For example, you have a falling out with a friend. Now when you recall a certain place the two of you attended on amicable terms, your present emotional response towards him taints the memory and you end up believing that at that event your so-called friend ignored you and acted like a snob.
6. We remember the beginning and the end
When you finish watching a movie or reading a book, the beginning and the end will leave the strongest impression on you and ultimately help you decide whether you enjoyed it or not.A research published in the Frontiers of Human Neuroscience asked participants to recall names on a list provided to them. Participants could remember the names of items at the start and the end, the middle; not so much.
7. Back up plans could make achieving the original plan harder
Back up plans are great safety nets to have when you are unsure about your original plan. But according to a study conducted at the University of Pennsylvania found that while having a Plan B is good to ease the discomfort of uncertainty it decreases the desire to achieve the original goal thereby negatively impacting performance.
Devise a backup plan but maybe not rely on it too much and pursue the original goal with the same intensity as you would without it.
8. Canonical Perspective
When it comes to visualizing objects we all do so from an angle slightly above and tilted. When participants of a study were asked to draw a coffee cup all of them drew it as if they were viewing it from the “canonical perspective”. This seems to be a universal trait that when recalling objects in our mind we always visualize them from this particular angle.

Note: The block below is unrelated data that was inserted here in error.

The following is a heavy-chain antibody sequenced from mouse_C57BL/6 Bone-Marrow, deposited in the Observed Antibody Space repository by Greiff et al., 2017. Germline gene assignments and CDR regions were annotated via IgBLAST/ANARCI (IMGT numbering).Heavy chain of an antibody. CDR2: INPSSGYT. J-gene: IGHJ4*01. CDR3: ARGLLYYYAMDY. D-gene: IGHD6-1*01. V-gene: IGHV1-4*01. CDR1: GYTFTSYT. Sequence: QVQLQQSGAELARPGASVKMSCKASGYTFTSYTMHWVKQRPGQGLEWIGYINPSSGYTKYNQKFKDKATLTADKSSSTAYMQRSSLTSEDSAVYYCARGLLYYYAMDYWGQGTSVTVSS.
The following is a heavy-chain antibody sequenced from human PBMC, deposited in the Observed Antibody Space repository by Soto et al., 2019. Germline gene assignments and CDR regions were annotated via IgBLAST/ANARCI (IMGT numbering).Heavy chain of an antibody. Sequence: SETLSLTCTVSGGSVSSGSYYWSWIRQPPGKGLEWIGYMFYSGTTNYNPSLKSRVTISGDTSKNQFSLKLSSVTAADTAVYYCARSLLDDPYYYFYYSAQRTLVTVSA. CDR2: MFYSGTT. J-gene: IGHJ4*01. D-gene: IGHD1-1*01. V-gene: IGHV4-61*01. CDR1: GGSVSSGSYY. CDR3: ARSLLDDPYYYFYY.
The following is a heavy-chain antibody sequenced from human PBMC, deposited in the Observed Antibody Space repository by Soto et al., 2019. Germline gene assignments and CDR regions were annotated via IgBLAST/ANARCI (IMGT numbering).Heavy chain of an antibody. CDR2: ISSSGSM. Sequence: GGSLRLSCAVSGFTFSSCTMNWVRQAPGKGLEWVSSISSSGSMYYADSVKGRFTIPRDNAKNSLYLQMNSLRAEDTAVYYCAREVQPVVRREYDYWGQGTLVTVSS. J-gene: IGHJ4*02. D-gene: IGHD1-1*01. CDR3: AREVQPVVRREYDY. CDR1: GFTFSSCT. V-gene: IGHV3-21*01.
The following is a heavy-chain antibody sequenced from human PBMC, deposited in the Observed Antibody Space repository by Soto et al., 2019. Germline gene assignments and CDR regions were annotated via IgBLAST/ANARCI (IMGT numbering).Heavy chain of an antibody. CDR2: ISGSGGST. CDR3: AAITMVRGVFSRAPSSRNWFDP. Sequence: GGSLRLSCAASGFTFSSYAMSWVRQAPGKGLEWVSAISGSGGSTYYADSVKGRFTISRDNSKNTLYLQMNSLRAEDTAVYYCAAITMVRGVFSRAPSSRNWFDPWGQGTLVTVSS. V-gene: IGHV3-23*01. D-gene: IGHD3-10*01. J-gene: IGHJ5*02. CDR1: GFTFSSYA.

9. We love hearing our names
Hearing one’s name activates the parts of our brain associated with social behavior. Which is why Dale Carnegie writes the following lines in his book How to make friends and influence people:
“Remember that a person’s name is, to that person, the sweetest and most important sound in any language.”
So when using another person’s name more frequently in a conversation will make them feel important and more likely to favor you.
10. How to get rid of that jingle playing over and over in your head?
Sick of that jingle or hook of a popular song that won’t stop playing in your head. Science suggests you should try remembering its ending more to hit the stop button. This is known as the “Zeigarnik effect”, which states that humans tend to remember incomplete and interrupted tasks more than finished ones.
11. Different people perceive time differently
Our experience of the time elapsed is relative, not absolute. When we fixate our attention on a particular point in time, it feels as if time slows down so that even 10 minutes feel like an eternity. On the other had time seems to fly when we are enjoying ourselves and in the company of someone we love.
These are termed as “Time Illusions” and rely primarily on the amount of mental processing you do about the time elapsed.
Here’s a quick recap of 11 Mind-Blowing Psychological Facts about Human Behaviors:
- The brain is designed to seek problems
- We look for human faces even in inanimate objects
- Why do we feel the urge to squeeze cute things?
- We are not as attentive as we think
- Memories can change
- We remember the beginning and the end
- Back up plans could make achieving the original plan harder
- Canonical Perspective
- We love hearing our names
- How to get rid of that jingle playing over and over in your head?
- Different people perceive time differently